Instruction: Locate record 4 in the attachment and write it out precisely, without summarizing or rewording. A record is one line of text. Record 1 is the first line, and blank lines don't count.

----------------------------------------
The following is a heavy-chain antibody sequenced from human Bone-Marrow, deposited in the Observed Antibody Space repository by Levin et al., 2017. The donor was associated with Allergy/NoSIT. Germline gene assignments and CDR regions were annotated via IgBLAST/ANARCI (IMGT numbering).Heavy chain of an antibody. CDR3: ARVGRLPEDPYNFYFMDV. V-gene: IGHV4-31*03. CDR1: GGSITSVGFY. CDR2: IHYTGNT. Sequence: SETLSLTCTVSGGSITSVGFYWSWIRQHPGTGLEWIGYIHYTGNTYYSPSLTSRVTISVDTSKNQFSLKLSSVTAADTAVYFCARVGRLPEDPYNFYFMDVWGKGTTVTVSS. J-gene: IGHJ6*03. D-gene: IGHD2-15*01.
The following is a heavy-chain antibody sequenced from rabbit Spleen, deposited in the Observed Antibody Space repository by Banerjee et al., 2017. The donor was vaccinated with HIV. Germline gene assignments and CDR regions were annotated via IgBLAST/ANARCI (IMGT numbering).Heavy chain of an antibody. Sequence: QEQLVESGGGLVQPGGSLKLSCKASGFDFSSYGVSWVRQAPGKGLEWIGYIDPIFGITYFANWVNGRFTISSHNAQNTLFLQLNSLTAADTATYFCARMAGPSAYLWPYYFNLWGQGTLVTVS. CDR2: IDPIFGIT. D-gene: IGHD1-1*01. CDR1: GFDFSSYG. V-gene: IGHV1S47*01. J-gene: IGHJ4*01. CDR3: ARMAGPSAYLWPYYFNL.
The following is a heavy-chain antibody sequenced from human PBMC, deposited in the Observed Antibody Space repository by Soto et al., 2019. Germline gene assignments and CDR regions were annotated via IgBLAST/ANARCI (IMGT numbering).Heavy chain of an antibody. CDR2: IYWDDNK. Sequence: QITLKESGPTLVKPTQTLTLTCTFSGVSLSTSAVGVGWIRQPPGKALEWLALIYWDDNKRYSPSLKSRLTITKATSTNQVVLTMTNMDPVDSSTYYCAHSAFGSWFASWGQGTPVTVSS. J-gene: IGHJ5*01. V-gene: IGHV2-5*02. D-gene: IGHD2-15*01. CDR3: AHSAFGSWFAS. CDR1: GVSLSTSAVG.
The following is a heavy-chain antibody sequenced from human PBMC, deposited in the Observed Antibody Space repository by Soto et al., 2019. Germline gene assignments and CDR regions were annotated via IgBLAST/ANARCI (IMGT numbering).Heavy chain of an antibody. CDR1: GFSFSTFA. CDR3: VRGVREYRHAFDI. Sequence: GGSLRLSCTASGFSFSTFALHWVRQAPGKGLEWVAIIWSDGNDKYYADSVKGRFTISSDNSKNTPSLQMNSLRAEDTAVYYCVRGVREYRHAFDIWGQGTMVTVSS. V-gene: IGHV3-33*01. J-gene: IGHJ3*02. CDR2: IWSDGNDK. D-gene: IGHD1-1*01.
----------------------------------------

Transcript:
The following is a heavy-chain antibody sequenced from human PBMC, deposited in the Observed Antibody Space repository by Soto et al., 2019. Germline gene assignments and CDR regions were annotated via IgBLAST/ANARCI (IMGT numbering).Heavy chain of an antibody. CDR1: GFSFSTFA. CDR3: VRGVREYRHAFDI. Sequence: GGSLRLSCTASGFSFSTFALHWVRQAPGKGLEWVAIIWSDGNDKYYADSVKGRFTISSDNSKNTPSLQMNSLRAEDTAVYYCVRGVREYRHAFDIWGQGTMVTVSS. V-gene: IGHV3-33*01. J-gene: IGHJ3*02. CDR2: IWSDGNDK. D-gene: IGHD1-1*01.